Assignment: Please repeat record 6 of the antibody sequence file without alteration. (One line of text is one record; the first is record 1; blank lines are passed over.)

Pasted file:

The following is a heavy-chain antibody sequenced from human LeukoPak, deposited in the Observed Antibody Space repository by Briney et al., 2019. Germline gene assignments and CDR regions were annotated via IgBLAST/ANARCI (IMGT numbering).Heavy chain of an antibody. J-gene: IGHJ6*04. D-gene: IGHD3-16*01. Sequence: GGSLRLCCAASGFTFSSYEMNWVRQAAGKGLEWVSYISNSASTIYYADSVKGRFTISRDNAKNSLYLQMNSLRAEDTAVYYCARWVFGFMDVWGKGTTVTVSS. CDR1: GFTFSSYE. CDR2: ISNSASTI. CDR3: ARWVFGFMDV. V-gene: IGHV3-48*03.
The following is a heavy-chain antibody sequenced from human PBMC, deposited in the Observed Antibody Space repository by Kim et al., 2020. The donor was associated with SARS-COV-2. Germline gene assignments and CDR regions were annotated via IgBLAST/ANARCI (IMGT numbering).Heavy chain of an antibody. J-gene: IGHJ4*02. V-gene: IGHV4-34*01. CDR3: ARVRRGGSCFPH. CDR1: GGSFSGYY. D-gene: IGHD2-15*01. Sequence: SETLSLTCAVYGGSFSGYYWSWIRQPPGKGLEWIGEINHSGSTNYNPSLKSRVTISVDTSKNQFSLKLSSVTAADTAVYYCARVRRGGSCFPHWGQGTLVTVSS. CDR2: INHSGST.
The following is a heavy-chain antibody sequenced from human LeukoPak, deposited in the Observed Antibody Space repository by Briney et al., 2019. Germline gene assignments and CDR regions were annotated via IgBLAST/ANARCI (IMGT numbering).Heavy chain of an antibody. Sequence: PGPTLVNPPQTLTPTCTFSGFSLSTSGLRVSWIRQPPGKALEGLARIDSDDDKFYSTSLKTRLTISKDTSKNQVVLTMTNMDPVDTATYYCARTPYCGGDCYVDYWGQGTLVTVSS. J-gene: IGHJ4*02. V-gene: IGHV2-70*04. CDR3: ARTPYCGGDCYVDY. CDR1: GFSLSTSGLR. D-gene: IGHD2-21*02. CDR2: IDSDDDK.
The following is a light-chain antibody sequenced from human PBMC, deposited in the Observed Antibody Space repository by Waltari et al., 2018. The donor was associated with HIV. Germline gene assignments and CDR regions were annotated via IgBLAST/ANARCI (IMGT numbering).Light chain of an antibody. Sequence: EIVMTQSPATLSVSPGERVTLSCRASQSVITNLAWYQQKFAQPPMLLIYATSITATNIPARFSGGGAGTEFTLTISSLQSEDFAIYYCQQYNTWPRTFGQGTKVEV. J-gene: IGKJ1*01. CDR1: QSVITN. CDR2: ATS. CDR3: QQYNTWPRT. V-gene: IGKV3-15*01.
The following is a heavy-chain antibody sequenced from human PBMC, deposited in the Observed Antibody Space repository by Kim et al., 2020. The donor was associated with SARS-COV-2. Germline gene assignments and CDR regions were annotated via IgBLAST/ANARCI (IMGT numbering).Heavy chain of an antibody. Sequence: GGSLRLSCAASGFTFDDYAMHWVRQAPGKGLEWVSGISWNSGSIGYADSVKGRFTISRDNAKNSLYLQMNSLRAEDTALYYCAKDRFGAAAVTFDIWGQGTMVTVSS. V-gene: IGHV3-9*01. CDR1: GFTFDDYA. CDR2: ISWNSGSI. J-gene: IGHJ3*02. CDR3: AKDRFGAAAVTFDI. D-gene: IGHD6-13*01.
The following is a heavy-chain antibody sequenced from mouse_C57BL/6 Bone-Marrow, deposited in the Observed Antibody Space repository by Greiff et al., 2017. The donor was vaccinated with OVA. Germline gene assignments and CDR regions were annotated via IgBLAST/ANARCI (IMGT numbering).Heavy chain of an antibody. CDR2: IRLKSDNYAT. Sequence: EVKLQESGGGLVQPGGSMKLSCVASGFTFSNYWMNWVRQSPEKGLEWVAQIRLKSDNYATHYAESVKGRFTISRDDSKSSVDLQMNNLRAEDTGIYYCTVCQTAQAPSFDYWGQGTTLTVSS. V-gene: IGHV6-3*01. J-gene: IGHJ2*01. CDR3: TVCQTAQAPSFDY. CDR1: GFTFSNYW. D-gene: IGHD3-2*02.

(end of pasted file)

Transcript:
The following is a heavy-chain antibody sequenced from mouse_C57BL/6 Bone-Marrow, deposited in the Observed Antibody Space repository by Greiff et al., 2017. The donor was vaccinated with OVA. Germline gene assignments and CDR regions were annotated via IgBLAST/ANARCI (IMGT numbering).Heavy chain of an antibody. CDR2: IRLKSDNYAT. Sequence: EVKLQESGGGLVQPGGSMKLSCVASGFTFSNYWMNWVRQSPEKGLEWVAQIRLKSDNYATHYAESVKGRFTISRDDSKSSVDLQMNNLRAEDTGIYYCTVCQTAQAPSFDYWGQGTTLTVSS. V-gene: IGHV6-3*01. J-gene: IGHJ2*01. CDR3: TVCQTAQAPSFDY. CDR1: GFTFSNYW. D-gene: IGHD3-2*02.